Alliance Member Comments
jsc248 (Mar 15, 2015 at 8:58 AM):
Hi Carolyn,
It is good to know that you will be taking posts at the two institutions. I am sure you will bring that knowledge to the imaging team and hopefully to us too. I look forward with interest to your posts over the coming years!!
John.
Lee (Mar 14, 2015 at 10:30 PM):
Good evening,

Congratulations Dr. Porco on your appointments to the University of California as a Distinguished Scholar, and as a Fellow to the California Academy of Sciences.

Best of all, you'll be continuing to lead us here.

Thank you,
Lee in St. Paul
Robert (Feb 1, 2015 at 10:05 AM):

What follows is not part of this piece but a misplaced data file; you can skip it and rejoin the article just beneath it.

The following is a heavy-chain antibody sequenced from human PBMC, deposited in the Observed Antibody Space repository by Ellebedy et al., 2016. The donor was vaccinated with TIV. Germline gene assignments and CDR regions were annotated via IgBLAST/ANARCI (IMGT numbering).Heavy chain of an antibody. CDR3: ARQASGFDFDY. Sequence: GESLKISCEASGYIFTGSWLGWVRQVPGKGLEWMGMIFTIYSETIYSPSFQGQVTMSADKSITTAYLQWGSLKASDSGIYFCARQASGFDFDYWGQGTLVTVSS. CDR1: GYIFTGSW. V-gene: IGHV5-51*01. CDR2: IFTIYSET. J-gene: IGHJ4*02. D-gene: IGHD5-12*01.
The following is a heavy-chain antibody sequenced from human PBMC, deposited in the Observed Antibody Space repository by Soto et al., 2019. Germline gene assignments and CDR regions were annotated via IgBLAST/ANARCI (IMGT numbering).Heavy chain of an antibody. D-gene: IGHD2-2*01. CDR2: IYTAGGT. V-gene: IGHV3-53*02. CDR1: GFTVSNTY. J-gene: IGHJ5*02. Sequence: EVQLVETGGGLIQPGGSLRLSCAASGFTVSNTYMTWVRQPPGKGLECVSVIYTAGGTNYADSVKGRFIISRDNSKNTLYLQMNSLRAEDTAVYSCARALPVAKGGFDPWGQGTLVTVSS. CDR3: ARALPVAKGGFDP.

Titan became a real place for me 2005. It was amazing to see images of a world like our own through diffused atmospheric sunlight. A place with a horizon. A place with mountains grooved apparently by erosion. A place with land and lakes and shorelines and scattered rocks. Sure, it is too cold to live there, but it is still a fluid place. Liquid chemicals still float in the atmosphere and on the surface. They still interact with the scant sunlight from our Sun.

Learning about Titan is learning about the Earth. It is similar to how scientists have learned about our own Sun by learning about other stars. How they have been made and how they develop. What is the same? What is different? What makes one world, or one star, unique when there are apparently similar chemical and physical properties that they share? That is what scientists have been finding out. They continue to do so because there is much more to find out.